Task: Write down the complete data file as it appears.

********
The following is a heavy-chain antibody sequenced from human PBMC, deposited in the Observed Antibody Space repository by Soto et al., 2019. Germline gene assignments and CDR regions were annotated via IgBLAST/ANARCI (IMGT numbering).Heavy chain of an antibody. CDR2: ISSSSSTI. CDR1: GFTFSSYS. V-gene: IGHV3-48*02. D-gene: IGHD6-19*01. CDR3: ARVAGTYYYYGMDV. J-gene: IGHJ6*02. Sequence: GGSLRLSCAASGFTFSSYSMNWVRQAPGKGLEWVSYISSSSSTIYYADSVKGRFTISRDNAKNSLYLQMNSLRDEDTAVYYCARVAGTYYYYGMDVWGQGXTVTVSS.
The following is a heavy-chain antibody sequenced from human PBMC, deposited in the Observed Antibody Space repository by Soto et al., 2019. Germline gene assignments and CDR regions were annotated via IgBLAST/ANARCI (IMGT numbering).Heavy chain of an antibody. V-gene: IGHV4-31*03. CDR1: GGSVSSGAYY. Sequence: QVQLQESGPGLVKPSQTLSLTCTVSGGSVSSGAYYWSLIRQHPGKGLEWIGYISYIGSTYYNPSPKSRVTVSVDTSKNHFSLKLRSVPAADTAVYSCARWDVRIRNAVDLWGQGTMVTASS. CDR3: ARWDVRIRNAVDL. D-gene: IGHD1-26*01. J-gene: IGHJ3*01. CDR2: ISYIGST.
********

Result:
The following is a heavy-chain antibody sequenced from human PBMC, deposited in the Observed Antibody Space repository by Soto et al., 2019. Germline gene assignments and CDR regions were annotated via IgBLAST/ANARCI (IMGT numbering).Heavy chain of an antibody. CDR2: ISSSSSTI. CDR1: GFTFSSYS. V-gene: IGHV3-48*02. D-gene: IGHD6-19*01. CDR3: ARVAGTYYYYGMDV. J-gene: IGHJ6*02. Sequence: GGSLRLSCAASGFTFSSYSMNWVRQAPGKGLEWVSYISSSSSTIYYADSVKGRFTISRDNAKNSLYLQMNSLRDEDTAVYYCARVAGTYYYYGMDVWGQGXTVTVSS.
The following is a heavy-chain antibody sequenced from human PBMC, deposited in the Observed Antibody Space repository by Soto et al., 2019. Germline gene assignments and CDR regions were annotated via IgBLAST/ANARCI (IMGT numbering).Heavy chain of an antibody. V-gene: IGHV4-31*03. CDR1: GGSVSSGAYY. Sequence: QVQLQESGPGLVKPSQTLSLTCTVSGGSVSSGAYYWSLIRQHPGKGLEWIGYISYIGSTYYNPSPKSRVTVSVDTSKNHFSLKLRSVPAADTAVYSCARWDVRIRNAVDLWGQGTMVTASS. CDR3: ARWDVRIRNAVDL. D-gene: IGHD1-26*01. J-gene: IGHJ3*01. CDR2: ISYIGST.